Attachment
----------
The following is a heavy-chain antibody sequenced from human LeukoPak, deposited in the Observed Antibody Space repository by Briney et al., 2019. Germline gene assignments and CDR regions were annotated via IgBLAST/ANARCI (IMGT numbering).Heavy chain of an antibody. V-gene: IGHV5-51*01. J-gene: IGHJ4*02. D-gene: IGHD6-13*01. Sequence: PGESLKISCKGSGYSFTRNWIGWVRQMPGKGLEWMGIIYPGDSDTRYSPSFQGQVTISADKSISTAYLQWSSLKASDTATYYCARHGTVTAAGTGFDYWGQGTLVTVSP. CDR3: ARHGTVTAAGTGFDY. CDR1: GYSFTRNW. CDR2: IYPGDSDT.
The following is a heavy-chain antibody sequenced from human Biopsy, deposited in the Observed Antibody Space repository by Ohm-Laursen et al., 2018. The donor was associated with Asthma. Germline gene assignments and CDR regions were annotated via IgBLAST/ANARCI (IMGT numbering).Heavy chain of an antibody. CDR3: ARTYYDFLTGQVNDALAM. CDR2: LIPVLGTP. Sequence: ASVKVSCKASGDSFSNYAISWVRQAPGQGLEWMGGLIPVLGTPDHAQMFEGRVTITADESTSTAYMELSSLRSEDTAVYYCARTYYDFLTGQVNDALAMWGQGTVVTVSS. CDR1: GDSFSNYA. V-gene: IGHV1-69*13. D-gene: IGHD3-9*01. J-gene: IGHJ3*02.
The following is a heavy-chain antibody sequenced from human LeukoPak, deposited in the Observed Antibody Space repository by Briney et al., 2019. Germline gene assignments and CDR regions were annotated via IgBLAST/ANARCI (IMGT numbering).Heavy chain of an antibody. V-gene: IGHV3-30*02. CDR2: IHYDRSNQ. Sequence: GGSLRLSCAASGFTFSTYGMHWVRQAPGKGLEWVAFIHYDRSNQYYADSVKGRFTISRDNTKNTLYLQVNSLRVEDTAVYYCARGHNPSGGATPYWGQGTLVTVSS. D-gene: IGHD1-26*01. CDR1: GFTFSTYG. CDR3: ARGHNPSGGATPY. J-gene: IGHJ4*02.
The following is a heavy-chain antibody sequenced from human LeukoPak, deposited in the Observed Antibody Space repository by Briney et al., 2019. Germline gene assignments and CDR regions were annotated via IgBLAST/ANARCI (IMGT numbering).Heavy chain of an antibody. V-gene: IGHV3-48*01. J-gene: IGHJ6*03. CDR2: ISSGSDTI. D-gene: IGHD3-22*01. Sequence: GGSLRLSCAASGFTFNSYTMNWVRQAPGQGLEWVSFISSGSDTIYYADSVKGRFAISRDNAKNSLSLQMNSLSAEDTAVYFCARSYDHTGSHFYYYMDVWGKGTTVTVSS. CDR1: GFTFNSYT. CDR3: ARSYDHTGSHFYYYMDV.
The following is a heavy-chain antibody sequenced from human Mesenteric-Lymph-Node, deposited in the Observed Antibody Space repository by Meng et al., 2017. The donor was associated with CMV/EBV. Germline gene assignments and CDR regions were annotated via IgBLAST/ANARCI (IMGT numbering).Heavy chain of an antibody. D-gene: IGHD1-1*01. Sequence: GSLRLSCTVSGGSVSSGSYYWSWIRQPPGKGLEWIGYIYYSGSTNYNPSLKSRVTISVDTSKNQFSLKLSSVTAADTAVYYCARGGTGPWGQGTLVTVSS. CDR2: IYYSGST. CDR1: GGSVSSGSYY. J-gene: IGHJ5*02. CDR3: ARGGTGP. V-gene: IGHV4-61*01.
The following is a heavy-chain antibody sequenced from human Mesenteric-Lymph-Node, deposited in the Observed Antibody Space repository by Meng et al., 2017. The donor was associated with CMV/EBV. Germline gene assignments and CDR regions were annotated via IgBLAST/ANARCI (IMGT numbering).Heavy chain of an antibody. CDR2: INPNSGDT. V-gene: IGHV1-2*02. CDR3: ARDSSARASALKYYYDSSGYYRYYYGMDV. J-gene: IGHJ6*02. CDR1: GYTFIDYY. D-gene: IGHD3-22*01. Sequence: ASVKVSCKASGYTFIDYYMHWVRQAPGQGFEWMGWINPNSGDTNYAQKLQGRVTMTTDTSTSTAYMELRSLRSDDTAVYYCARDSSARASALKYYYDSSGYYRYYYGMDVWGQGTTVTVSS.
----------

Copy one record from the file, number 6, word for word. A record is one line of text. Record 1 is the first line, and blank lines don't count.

The following is a heavy-chain antibody sequenced from human Mesenteric-Lymph-Node, deposited in the Observed Antibody Space repository by Meng et al., 2017. The donor was associated with CMV/EBV. Germline gene assignments and CDR regions were annotated via IgBLAST/ANARCI (IMGT numbering).Heavy chain of an antibody. CDR2: INPNSGDT. V-gene: IGHV1-2*02. CDR3: ARDSSARASALKYYYDSSGYYRYYYGMDV. J-gene: IGHJ6*02. CDR1: GYTFIDYY. D-gene: IGHD3-22*01. Sequence: ASVKVSCKASGYTFIDYYMHWVRQAPGQGFEWMGWINPNSGDTNYAQKLQGRVTMTTDTSTSTAYMELRSLRSDDTAVYYCARDSSARASALKYYYDSSGYYRYYYGMDVWGQGTTVTVSS.